Organizations need records to carry out their business activities and to document actions and decisions. Today, most organizations increasingly manage work and make decisions on the basis of electronic information. With this shift from paper to digital information, many organizations find that their current electronic records are not sufficient to support their business, evidentiary, or historical needs.
Without question, organizations need electronic records that are reliable and authentic, usable for multiple purposes, and accessible over time for both business and secondary uses. Unfortunately, traditional system design methodologies do not give adequate attention to the creation, integration, management, and preservation of electronic records.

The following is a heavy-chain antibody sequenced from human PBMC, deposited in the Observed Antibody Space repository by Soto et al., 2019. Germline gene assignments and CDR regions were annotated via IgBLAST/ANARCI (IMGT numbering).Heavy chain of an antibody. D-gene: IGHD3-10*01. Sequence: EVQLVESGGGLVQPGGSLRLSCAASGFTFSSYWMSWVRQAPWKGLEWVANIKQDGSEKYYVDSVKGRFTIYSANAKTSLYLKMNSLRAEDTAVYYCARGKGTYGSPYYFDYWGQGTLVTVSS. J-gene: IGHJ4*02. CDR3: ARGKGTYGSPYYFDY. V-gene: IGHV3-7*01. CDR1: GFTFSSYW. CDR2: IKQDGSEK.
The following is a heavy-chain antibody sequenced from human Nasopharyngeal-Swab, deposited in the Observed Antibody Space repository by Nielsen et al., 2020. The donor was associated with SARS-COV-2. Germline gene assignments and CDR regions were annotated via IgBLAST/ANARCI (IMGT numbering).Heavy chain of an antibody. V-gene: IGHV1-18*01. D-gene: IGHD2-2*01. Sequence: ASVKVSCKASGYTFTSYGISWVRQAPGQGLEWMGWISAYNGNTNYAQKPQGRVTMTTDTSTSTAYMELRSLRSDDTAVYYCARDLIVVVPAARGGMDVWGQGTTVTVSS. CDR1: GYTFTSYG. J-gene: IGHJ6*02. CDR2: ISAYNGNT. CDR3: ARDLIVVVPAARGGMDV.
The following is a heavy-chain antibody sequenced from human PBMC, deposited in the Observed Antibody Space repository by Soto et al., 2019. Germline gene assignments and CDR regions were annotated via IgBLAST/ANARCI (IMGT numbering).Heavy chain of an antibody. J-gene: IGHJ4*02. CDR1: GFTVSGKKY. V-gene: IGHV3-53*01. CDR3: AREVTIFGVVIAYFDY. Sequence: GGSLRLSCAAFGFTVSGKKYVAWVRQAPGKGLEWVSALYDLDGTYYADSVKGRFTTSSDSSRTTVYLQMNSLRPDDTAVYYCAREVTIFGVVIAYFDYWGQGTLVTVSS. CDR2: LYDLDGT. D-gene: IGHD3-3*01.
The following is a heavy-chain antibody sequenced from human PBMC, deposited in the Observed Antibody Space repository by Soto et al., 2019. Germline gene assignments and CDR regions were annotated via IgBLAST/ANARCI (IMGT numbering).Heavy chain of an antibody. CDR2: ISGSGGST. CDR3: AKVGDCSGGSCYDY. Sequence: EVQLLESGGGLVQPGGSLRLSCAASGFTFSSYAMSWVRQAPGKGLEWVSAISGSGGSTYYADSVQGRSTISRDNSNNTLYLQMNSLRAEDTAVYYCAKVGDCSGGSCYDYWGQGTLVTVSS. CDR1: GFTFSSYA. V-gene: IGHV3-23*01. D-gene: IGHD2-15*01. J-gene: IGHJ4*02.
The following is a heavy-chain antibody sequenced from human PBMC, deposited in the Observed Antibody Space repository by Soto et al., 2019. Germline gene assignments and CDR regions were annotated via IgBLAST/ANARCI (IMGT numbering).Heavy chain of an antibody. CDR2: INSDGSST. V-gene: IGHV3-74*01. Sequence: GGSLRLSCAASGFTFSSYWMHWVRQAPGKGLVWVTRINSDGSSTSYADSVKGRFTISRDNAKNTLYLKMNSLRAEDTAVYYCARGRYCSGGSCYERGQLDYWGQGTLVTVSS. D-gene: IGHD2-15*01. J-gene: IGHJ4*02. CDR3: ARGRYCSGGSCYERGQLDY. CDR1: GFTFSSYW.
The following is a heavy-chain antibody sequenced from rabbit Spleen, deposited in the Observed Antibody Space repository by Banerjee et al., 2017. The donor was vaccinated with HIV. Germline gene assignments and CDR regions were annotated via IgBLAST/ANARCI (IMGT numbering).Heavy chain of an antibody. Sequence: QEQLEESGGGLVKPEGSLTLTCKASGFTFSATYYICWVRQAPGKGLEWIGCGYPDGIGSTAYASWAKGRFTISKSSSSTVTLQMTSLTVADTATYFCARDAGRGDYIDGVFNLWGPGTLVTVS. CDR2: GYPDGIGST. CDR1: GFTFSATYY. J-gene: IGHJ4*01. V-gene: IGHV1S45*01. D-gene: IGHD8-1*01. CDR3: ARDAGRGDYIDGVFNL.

Agencies are seeking technological solutions and tools that will help them integrate records management requirements into their application development plans rather than addressing records management as an isolated additional activity.
In recent years, significant theoretical work has been done in the area of electronic records management; however, little has been translated into practical implementable solutions. This project was designed to bridge the gap between theory and practice by producing generalizable tools that link business objectives to sound records management practices.
The project integrated and built upon several existing bodies of knowledge: electronic recordkeeping and archival theory and practice, business process improvement and reengineering (BPI/BPR) methodologies, and system development methodologies.